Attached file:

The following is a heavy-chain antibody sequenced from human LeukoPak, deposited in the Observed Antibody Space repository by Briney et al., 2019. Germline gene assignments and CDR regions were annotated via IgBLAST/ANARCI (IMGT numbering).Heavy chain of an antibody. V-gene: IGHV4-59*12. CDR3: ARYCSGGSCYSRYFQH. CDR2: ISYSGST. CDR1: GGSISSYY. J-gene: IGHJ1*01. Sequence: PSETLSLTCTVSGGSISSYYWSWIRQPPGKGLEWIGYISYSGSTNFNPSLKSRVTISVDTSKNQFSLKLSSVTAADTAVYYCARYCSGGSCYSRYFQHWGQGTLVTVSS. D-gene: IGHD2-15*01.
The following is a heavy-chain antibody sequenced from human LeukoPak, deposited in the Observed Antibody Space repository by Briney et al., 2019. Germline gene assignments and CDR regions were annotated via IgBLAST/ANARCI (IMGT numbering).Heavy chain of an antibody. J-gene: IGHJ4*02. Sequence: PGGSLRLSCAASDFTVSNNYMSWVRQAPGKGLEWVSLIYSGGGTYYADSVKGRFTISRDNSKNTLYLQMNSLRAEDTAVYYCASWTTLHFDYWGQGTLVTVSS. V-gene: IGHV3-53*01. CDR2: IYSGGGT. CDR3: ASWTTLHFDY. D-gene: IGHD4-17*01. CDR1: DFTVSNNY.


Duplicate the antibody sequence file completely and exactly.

The following is a heavy-chain antibody sequenced from human LeukoPak, deposited in the Observed Antibody Space repository by Briney et al., 2019. Germline gene assignments and CDR regions were annotated via IgBLAST/ANARCI (IMGT numbering).Heavy chain of an antibody. V-gene: IGHV4-59*12. CDR3: ARYCSGGSCYSRYFQH. CDR2: ISYSGST. CDR1: GGSISSYY. J-gene: IGHJ1*01. Sequence: PSETLSLTCTVSGGSISSYYWSWIRQPPGKGLEWIGYISYSGSTNFNPSLKSRVTISVDTSKNQFSLKLSSVTAADTAVYYCARYCSGGSCYSRYFQHWGQGTLVTVSS. D-gene: IGHD2-15*01.
The following is a heavy-chain antibody sequenced from human LeukoPak, deposited in the Observed Antibody Space repository by Briney et al., 2019. Germline gene assignments and CDR regions were annotated via IgBLAST/ANARCI (IMGT numbering).Heavy chain of an antibody. J-gene: IGHJ4*02. Sequence: PGGSLRLSCAASDFTVSNNYMSWVRQAPGKGLEWVSLIYSGGGTYYADSVKGRFTISRDNSKNTLYLQMNSLRAEDTAVYYCASWTTLHFDYWGQGTLVTVSS. V-gene: IGHV3-53*01. CDR2: IYSGGGT. CDR3: ASWTTLHFDY. D-gene: IGHD4-17*01. CDR1: DFTVSNNY.